This is why Macy's has committed to partnering with Girls Inc. and making it easy to support their mission. In a national campaign running throughout September 2021, customers can round up their in-store purchases to the nearest dollar or donate online to support Girls Inc. and empower girls throughout the country.


Kaylin St. Victor, a senior at Brentwood High School in New York, is one of those girls. She became involved in the Long Island affiliate of Girls Inc. when she was in 9th grade, quickly becoming a role model for her peers.

Photo courtesy of Macy's

Within her first year in the organization, she bravely took on speaking opportunities and participated in several summer programs focused on advocacy, leadership, and STEM (science, technology, engineering and math). "The women that I met each have a story that inspires me to become a better person than I was yesterday," said St. Victor. She credits her time at Girls Inc. with making her stronger and more comfortable in her own skin — confidence that directly translates to high achievement in education and the workforce.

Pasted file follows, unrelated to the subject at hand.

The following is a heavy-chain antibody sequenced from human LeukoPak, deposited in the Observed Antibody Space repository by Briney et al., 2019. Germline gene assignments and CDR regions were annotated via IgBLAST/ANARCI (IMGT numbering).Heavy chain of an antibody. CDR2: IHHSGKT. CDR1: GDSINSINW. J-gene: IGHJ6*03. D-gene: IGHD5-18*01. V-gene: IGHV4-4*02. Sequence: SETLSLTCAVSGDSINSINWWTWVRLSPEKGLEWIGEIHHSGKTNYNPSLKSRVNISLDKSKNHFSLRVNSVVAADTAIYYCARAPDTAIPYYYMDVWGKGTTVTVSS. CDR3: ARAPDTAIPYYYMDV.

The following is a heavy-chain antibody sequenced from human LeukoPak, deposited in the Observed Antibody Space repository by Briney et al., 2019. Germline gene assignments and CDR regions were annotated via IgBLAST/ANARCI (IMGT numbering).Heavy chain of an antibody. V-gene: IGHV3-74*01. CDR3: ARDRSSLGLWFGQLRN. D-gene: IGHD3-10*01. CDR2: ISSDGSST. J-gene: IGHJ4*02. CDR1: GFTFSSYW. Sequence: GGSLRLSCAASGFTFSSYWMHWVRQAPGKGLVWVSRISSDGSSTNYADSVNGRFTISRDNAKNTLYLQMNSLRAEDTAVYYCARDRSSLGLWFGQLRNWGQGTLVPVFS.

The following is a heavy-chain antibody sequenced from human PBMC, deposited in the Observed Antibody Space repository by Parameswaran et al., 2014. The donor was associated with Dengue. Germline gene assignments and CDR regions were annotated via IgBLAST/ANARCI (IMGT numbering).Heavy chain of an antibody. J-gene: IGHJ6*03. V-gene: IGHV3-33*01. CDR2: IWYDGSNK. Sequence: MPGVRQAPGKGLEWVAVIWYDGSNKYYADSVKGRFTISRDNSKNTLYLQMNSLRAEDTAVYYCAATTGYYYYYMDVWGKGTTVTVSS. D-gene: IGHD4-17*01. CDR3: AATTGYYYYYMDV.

In 2020, Macy's helped raise $1.3 million in support of their STEM and college and career readiness programming for more than 26,000 girls. In fact, according to a recent study, Girls Inc. girls are significantly more likely than their peers to enjoy math and science, to be interested in STEM careers, and to perform better on standardized math tests.